The Hague, 28 Jan. 1873
My dear Theo,
It’s good that you answered me so quickly. I’m glad that things are to your liking and that you’ve been lucky with your boarding-house. Be of good heart if things sometimes get difficult, everything will come right later on, and no one can do what he really wants in the beginning.
How sorry I am about Uncle Hein. I sincerely hope he’ll get better, but Theo, I fear he won’t. Last summer he was still
1v:2 so full of ambition, and had so many plans and told me that business was going so well. It is indeed sad.1
Last Sunday I was at Uncle Cor’s2 and had a very pleasant day there and, as you can well imagine, saw many beautiful things. As you know, Uncle has just been to Paris and has brought home splendid paintings and drawings. I stayed in Amsterdam on Monday morning and went to the museums again. Did you know that a large, new building will take the place of the Trippenhuis in Amsterdam? That’s fine with me; the Trippenhuis is too small, and many paintings hang in such a way that one can’t see them properly.3
How I’d like to see that painting by Cluysenaar.4 I’ve seen only a few of his paintings,5 and those I find very beautiful. Write and tell me whether that other painting is by Alfred Stevens,6 or otherwise what his Christian name is. I know the photo of the Rotta,7 and even saw the painting at the Brussels exhibition.8 Do keep me constantly informed about whatever you see, that always gives me pleasure. The album whose title you gave me isn’t the one I meant, which contains only lithographs after Corot.9 Thanks anyway for taking the trouble.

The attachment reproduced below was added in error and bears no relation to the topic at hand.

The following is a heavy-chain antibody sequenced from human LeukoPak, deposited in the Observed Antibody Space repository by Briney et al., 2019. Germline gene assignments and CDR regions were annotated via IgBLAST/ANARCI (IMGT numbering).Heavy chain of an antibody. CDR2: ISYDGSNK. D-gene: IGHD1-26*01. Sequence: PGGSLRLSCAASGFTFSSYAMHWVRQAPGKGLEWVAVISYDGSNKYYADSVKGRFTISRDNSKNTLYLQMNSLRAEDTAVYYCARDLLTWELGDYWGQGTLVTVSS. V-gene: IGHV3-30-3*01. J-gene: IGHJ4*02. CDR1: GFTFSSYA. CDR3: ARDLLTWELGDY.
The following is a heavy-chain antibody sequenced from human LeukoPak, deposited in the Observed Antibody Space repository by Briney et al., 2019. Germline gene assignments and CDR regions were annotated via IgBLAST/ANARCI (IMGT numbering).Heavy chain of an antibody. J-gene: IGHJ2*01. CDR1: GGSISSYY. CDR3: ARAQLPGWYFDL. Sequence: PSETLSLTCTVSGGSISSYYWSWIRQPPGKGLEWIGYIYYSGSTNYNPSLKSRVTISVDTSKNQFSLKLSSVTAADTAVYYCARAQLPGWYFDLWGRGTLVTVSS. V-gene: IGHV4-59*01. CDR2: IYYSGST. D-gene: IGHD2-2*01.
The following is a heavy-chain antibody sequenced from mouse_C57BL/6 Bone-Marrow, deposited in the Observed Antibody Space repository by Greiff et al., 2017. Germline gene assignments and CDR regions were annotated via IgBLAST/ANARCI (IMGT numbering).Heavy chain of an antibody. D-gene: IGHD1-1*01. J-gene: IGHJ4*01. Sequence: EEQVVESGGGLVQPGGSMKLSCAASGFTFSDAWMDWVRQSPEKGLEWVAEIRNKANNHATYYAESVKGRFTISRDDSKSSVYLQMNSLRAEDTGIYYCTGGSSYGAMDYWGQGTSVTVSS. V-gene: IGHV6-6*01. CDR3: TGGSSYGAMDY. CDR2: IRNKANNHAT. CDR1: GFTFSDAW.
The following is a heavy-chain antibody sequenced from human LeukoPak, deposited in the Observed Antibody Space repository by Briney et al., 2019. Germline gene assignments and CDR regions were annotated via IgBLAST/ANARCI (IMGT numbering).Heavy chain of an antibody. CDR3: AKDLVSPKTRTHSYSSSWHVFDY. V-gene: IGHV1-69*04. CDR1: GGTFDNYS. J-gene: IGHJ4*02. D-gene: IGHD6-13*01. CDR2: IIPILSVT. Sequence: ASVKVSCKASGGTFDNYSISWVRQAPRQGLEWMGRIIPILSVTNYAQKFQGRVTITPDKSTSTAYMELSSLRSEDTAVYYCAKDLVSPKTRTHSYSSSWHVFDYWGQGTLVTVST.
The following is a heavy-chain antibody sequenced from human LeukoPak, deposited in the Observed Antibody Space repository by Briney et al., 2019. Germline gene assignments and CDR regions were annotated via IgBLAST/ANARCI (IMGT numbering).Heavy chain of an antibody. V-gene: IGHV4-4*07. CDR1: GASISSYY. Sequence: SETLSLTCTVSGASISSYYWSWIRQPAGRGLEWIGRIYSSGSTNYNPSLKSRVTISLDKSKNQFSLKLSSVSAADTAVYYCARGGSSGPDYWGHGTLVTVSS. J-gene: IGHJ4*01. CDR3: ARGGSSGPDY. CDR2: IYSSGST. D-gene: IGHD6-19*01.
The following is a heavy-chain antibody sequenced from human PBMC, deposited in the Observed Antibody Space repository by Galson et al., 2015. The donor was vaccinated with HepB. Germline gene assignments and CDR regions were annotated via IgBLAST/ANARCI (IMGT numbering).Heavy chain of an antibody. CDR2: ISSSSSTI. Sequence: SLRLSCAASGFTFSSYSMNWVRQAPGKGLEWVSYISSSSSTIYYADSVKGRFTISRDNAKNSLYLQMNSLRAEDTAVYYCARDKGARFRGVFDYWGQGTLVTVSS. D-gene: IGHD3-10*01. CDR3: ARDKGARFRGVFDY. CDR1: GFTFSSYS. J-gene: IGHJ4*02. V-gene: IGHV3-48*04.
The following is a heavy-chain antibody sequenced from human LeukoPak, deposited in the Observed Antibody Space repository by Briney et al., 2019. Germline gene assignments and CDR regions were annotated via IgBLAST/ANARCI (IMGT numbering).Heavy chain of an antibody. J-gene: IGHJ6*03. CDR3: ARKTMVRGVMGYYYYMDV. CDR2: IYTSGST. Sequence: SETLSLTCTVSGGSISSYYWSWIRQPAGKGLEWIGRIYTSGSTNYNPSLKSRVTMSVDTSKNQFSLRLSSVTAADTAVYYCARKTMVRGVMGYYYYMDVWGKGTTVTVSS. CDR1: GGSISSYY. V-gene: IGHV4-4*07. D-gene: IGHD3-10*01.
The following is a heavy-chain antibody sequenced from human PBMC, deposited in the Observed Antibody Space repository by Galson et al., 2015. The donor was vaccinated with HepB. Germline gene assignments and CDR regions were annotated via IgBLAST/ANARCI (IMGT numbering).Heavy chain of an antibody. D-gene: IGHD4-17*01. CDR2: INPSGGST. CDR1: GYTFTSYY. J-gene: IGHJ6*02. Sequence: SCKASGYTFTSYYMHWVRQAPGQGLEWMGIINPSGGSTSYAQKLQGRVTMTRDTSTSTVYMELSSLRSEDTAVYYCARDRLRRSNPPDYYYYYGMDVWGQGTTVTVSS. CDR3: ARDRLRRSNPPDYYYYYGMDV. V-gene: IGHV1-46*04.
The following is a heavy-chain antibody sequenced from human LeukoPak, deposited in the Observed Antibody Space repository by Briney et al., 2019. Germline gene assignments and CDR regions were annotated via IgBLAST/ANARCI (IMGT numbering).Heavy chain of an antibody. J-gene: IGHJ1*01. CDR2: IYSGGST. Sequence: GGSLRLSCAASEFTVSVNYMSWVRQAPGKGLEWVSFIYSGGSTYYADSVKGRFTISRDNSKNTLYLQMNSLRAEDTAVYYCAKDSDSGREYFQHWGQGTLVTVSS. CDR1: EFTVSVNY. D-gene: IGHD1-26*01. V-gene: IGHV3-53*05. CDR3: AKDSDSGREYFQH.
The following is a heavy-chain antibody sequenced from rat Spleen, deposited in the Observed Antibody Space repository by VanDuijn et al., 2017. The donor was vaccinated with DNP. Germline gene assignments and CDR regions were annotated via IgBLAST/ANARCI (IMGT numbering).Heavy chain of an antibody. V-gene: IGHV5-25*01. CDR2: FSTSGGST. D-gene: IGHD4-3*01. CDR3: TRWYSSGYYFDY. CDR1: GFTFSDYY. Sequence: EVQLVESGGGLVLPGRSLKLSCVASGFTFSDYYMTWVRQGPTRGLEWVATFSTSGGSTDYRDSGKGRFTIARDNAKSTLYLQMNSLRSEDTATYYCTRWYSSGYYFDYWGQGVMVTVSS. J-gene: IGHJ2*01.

I expect a letter from Anna soon.10 She’s rather lazy about writing these days. You ought to surprise her with a letter sometime, that would give her so much pleasure. You must be very busy, but that’s a good thing.
It’s cold here, and people are already skating on the flooded fields. I go walking as much as I can. I’m curious to know whether you’ll find an opportunity to go skating. Herewith my portrait, but don’t say anything about it when you write home. As you know, it’s for Pa’s birthday,11 on which I congratulate you ahead of the event.
My warm regards to Uncle and Aunt,12 also to Mr Schmidt and Eduard.13
Ever your loving brother
All at the Haanebeeks’, Aunt Fie’s14 and the Rooses’ send you their compliments. Adieu, I wish you well.